Two excellent sources of help on the net are Yahoo's junk e-mail page and the Junkbusters Web site. Junkbusters offers a wealth of free advice on how to stop telemarketers, direct mailers, and junk faxers in their tracks, and even includes drafts of complaint letters you can send. What to do about spam is one of the most controversial issues facing the Net community today. Without question, unsolicited e-mail extracts a high price from everyone on the Net. It uses up valuable bandwidth, curbs the free flow of ideas and information, and costs all users time, money, and aggravation.
Lawmakers and businesses have stepped up to the plate with ideas for curbing junk mail without banning it entirely.
In Washington state they passed House Bill 2752, which makes it illegal to send email to a state resident that has either a forged header or a misleading subject line. At the federal level, California Congressman Gary Miller has introduced the "Can Spam Act" which gives ISPs a right of action against spammers and creates criminal penalties for hijacking domain names.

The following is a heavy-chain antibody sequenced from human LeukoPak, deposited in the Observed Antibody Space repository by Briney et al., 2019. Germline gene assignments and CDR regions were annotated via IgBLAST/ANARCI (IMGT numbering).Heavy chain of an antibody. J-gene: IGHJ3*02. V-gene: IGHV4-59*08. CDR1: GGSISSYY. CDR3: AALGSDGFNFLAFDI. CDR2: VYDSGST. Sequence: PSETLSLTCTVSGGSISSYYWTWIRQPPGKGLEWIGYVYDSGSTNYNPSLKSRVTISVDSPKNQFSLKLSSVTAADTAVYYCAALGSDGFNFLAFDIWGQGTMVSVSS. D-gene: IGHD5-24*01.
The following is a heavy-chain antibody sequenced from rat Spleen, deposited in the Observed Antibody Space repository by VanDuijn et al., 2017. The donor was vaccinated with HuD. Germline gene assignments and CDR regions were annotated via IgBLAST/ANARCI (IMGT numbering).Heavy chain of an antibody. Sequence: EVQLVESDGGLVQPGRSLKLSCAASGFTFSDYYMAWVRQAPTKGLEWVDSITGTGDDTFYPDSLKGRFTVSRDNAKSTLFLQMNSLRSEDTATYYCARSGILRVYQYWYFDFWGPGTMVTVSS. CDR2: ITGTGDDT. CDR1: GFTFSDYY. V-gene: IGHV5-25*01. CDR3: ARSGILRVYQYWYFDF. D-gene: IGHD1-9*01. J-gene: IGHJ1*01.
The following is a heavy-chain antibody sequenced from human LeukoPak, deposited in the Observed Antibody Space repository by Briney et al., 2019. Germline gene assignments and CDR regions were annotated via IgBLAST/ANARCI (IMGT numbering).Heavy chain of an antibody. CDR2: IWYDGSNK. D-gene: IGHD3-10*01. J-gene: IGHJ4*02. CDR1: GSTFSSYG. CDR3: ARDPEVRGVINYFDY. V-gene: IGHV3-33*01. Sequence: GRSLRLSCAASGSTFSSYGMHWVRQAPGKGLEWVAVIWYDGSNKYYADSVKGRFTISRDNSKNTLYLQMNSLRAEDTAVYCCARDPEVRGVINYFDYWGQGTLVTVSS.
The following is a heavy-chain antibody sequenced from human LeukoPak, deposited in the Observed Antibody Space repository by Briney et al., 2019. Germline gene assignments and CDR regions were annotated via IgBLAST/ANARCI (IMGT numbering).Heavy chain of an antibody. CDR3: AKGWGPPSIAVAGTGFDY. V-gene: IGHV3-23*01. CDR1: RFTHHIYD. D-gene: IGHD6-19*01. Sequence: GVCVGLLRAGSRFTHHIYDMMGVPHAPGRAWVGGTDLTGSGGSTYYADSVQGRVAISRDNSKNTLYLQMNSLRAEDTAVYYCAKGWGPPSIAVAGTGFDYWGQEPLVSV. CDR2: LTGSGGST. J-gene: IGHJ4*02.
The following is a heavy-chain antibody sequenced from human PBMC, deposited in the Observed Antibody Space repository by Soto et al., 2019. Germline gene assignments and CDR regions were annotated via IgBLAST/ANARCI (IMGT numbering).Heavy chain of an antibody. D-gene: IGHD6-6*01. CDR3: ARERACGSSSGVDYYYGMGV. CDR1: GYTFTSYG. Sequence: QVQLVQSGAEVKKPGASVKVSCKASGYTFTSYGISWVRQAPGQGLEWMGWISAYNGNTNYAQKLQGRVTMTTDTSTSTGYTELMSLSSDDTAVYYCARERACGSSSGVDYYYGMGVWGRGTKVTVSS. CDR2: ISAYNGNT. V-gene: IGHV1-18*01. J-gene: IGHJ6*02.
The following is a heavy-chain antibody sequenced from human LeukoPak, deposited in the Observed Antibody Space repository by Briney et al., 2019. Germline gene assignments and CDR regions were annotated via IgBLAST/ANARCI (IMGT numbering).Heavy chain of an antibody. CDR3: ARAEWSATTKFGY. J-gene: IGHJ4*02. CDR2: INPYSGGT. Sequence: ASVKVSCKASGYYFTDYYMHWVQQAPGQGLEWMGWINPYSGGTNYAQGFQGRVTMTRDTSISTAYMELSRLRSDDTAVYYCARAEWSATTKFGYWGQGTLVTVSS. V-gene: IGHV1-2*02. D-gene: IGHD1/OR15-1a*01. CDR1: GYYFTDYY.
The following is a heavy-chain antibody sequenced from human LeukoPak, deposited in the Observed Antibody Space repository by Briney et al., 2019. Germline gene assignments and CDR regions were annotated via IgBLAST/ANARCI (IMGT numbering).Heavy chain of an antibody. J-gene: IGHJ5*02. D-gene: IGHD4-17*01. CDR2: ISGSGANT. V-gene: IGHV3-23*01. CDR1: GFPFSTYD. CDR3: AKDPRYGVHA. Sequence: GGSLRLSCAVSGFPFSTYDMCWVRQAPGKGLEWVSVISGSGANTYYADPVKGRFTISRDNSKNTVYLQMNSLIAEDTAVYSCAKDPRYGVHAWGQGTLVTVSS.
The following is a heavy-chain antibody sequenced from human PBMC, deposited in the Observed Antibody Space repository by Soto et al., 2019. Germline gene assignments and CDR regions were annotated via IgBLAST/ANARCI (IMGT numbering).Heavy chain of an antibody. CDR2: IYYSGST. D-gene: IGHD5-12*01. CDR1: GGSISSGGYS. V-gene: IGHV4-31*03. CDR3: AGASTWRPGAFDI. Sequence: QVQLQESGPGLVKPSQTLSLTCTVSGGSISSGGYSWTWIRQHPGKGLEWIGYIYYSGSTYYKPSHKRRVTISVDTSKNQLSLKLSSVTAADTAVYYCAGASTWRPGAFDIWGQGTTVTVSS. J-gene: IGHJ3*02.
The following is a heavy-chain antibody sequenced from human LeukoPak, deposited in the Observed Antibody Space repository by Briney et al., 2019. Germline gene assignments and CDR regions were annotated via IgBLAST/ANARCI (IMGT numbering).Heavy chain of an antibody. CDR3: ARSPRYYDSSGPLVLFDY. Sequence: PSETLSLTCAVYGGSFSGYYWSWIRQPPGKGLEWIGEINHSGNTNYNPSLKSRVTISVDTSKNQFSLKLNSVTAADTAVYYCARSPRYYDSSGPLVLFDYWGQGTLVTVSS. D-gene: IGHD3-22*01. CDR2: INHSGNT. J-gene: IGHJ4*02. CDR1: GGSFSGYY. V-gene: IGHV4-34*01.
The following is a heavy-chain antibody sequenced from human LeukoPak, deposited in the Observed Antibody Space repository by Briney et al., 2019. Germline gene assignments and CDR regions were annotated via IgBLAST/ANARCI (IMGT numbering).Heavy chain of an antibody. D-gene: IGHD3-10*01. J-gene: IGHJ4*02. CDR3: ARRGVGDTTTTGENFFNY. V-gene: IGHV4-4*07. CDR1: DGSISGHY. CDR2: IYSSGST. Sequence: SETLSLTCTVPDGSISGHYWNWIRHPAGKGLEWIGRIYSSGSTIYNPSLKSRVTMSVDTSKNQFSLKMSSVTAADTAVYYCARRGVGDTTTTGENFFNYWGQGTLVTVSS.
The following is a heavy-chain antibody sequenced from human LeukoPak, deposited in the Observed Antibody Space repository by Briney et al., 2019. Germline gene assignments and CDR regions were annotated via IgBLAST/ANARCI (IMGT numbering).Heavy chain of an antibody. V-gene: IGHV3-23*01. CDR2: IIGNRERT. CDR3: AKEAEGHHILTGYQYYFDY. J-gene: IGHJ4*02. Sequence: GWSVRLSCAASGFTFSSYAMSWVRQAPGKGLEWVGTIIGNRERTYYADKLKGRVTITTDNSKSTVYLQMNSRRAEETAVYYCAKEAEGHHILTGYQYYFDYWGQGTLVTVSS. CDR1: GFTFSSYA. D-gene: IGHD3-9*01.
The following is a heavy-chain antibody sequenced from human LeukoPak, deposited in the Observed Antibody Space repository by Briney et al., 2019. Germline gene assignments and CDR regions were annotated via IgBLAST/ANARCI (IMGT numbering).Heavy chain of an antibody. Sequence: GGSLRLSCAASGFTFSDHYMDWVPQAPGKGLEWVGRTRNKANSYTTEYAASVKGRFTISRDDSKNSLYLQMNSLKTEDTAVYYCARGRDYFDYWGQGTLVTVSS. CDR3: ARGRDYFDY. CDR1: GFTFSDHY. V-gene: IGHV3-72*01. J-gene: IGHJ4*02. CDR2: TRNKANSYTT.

Check out CAUCE, the Coalition Against Unsolicited Commercial Email, for updates on current Anti-Spam legislation around the world.
Let your voice be heard
If you want to speak out against spam, you can find help at a special Web site that is dedicated to complaining about spam -- to your ISP, your legislator, and to the spammers themselves.
If you connect to the Net using an Internet Service Provider (ISP), ask your ISP for help. Save any spam messages you receive and forward them to the ISP with a note asking them to block incoming mail from that address and complain to the offender on your behalf.
Also, the Federal Trade Commission has set up a special e-mail box at firstname.lastname@example.org where you can send your spam complaints.
If all else fails, you may want to forward the names of spammers to the Blacklist of Internet Advertisers. This site "describes offenders and their offensive behavior, expecting that people who read it will punish the offenders in one way or another."
Bruce Stewart also contributed to this article.